Generation (particle physics)

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Classification of matter
Type Generations of matter
First Second Third
up-type up charm top
down-type down strange bottom
charged electron muon tau
neutral electron neutrino muon neutrino tau neutrino

In particle physics, a generation or family is a division of the elementary particles. Between generations, particles differ by their flavour quantum number and mass, but their electric and strong interactions are identical.

There are three generations according to the Standard Model of particle physics. Each generation contains two types of leptons and two types of quarks. The two leptons may be classified into one with electric charge −1 (electron-like) and neutral (neutrino); the two quarks may be classified into one with charge −​13 (down-type) and one with charge +​23 (up-type). The basic features of quark-lepton generation or families, such as their masses and mixings etc., can be described by some of the proposed family symmetries.


Each member of a higher generation has greater mass than the corresponding particle of the previous generation, with the possible exception of the neutrinos (whose small but non-zero masses have not been accurately determined). For example, the first-generation electron has a mass of only 0.511 MeV/c2, the second-generation muon has a mass of 106 MeV/c2, and the third-generation tau has a mass of 1777 MeV/c2 (almost twice as heavy as a proton). This mass hierarchy[1] causes particles of higher generations to decay to the first generation, which explains why everyday matter (atoms) is made of particles from the first generation only. Electrons surround a nucleus made of protons and neutrons, which contain up and down quarks. The second and third generations of charged particles do not occur in normal matter and are only seen in extremely high-energy environments such as cosmic rays or particle accelerators. The term generation was first introduced by Haim Harari in Les Houches Summer School, 1976.[2][3]

Neutrinos of all generations stream throughout the universe but rarely interact with other matter.[4] It is hoped that a comprehensive understanding of the relationship between the generations of the leptons may eventually explain the ratio of masses of the fundamental particles, and shed further light on the nature of mass generally, from a quantum perspective.[5]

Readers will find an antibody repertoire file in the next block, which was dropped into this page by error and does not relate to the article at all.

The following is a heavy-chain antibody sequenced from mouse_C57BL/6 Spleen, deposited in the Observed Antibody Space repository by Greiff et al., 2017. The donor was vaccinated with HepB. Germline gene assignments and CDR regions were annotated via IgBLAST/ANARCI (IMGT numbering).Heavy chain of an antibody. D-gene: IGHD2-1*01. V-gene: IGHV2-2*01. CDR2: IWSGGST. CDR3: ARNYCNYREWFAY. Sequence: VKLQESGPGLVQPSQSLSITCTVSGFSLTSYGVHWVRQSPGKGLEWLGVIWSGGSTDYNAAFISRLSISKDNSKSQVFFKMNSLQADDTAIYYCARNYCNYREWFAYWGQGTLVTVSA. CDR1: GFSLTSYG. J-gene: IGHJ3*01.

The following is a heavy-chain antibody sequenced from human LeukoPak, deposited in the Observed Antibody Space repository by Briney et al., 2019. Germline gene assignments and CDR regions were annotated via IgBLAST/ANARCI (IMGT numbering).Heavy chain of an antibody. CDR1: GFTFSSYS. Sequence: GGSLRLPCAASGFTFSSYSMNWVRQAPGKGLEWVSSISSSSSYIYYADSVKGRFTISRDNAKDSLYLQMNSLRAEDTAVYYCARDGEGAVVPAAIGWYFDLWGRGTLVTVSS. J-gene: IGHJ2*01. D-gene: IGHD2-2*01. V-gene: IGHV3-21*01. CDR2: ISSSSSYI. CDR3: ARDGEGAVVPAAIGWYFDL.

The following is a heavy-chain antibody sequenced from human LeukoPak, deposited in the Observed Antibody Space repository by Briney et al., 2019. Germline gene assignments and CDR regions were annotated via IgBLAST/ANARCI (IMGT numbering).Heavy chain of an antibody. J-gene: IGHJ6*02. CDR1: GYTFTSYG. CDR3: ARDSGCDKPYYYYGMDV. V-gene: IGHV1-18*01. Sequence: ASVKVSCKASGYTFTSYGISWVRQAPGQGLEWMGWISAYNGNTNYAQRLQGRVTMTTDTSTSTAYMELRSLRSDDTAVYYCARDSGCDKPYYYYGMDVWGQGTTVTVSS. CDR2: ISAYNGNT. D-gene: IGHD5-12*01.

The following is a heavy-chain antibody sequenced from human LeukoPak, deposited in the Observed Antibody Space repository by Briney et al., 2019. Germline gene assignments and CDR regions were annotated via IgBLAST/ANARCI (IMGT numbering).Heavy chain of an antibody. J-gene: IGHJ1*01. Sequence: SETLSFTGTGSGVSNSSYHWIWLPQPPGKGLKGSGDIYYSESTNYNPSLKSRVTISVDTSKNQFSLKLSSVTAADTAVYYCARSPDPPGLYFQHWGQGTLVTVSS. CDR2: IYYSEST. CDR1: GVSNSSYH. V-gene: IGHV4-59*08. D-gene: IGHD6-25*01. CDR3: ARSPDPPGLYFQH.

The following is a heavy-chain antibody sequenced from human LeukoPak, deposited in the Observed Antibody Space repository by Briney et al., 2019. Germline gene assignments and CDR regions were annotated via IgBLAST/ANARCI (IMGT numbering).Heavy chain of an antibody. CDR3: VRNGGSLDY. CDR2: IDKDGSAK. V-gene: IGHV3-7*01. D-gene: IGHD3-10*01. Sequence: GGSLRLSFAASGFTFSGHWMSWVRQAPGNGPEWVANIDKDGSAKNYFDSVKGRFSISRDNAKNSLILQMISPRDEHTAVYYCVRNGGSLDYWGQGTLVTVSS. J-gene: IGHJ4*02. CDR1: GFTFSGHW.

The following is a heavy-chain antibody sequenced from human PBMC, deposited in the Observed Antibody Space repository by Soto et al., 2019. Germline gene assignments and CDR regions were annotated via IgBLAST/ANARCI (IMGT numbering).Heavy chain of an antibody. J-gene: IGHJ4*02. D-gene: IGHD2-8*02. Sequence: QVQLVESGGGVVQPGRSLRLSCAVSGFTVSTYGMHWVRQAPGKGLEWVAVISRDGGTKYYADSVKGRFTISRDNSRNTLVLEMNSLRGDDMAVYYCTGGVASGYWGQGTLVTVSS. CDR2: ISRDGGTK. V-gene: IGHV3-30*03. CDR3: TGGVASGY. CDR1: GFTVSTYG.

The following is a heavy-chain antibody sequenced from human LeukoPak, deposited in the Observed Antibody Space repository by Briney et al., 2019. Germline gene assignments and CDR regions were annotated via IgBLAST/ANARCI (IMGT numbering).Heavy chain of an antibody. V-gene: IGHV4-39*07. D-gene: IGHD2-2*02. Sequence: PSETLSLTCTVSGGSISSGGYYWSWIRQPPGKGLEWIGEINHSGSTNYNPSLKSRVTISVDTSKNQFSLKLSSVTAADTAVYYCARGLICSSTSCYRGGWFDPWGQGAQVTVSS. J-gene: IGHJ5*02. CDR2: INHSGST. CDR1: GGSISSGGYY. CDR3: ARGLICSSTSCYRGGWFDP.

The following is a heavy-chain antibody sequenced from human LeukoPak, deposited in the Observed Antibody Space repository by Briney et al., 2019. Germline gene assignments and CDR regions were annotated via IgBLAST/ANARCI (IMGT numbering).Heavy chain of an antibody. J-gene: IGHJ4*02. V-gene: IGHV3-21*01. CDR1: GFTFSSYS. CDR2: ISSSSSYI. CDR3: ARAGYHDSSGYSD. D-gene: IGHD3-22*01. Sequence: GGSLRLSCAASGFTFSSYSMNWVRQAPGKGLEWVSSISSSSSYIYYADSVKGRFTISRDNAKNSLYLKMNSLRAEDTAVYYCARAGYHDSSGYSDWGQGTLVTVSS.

Fourth generation[edit]

Fourth and further generations are considered unlikely by many (but not all) theoretical physicists. Some arguments against the possibility of a fourth generation are based on the subtle modifications of precision electroweak observables that extra generations would induce; such modifications are strongly disfavored by measurements. Furthermore, a fourth generation with a "light" neutrino (one with a mass less than about 45 GeV/c2) has been ruled out by measurements of the decay widths of the Z boson at CERN's Large Electron–Positron Collider (LEP).[6] Nonetheless, searches at high-energy colliders for particles from a fourth generation continue, but as yet no evidence has been observed.[7] In such searches, fourth-generation particles are denoted by the same symbols as third-generation ones with an added prime (e.g. b′ and t′).

The lower bound for a fourth generation of quark (b′, t′) masses is currently at 1.4TeV from experiments at the LHC.[8]

The lower bound for a fourth generation neutrino () mass is currently at about 60GeV. (Millions of times larger than the upper bound for the other 3 neutrino masses).[9]

The lower bound for a fourth generation charged lepton () mass is currently 100GeV and proposed upper bound of 1.2TeV from unitarity considerations. [10]

If the Koide formula continues to hold, the masses of the fourth generation charged lepton would be 44GeV (ruled out) and b′ and t′ should be 3.6TeV and 84TeV respectively. (The maximum energy of protons at the LHC is about 6TeV).


The origin of multiple generations of fermions, and the particular count of 3, is an unsolved problem of physics. String theory provides a cause for multiple generations, but the particular number depends on the details of the compactification or the D-brane intersections.


  1. ^ . A. Blumhofer, M. Hutter (1997). Errata: B494 (1997) 485. "Family Structure from Periodic Solutions of an Improved Gap Equation". Nuclear Physics. B484 (1): 80–96. Bibcode:1997NuPhB.484...80B. CiteSeerX doi:10.1016/S0550-3213(96)00644-X.
  2. ^ Harari, H. (1977). "Beyond charm". In Balian, R.; Llewellyn-Smith, C.H. (eds.). Weak and Electromagnetic Interactions at High Energy, Les Houches, France, Jul 5- Aug 14, 1976. Les Houches Summer School Proceedings. 29. North-Holland. p. 613. Archived from the original on 2012-12-12.
  3. ^ Harari H. (1977). "Three generations of quarks and leptons" (PDF). In van Goeler, E.; Weinstein, R. (eds.). Proceedings of the XII Rencontre de Moriond. p. 170. SLAC-PUB-1974.[permanent dead link]
  4. ^ "Experiment confirms famous physics model" (Press release). MIT News Office. 18 April 2007.
  5. ^ M.H. Mac Gregor (2006). "A 'Muon Mass Tree' with α-quantized Lepton, Quark, and Hadron Masses". arXiv:hep-ph/0607233.
  6. ^ D. Decamp; et al. (ALEPH collaboration) (1989). "Determination of the number of light neutrino species". Physics Letters B. 231 (4): 519–529. Bibcode:1989PhLB..231..519D. doi:10.1016/0370-2693(89)90704-1.
  7. ^ C. Amsler; et al. (Particle Data Group) (2008). "Review of Particle Physics: b′ (4th Generation) Quarks, Searches for" (PDF). Physics Letters B. 667 (1): 1–1340. Bibcode:2008PhLB..667....1A. doi:10.1016/j.physletb.2008.07.018.
  8. ^ Boosting searches for fourth-generation quarks (2019)
  9. ^ |Revisiting constraints on fourth generation neutrino masses (2010)
  10. ^ [ | Large mass splittings for fourth generation fermions allowed by LHC Higgs boson exclusion (2012)]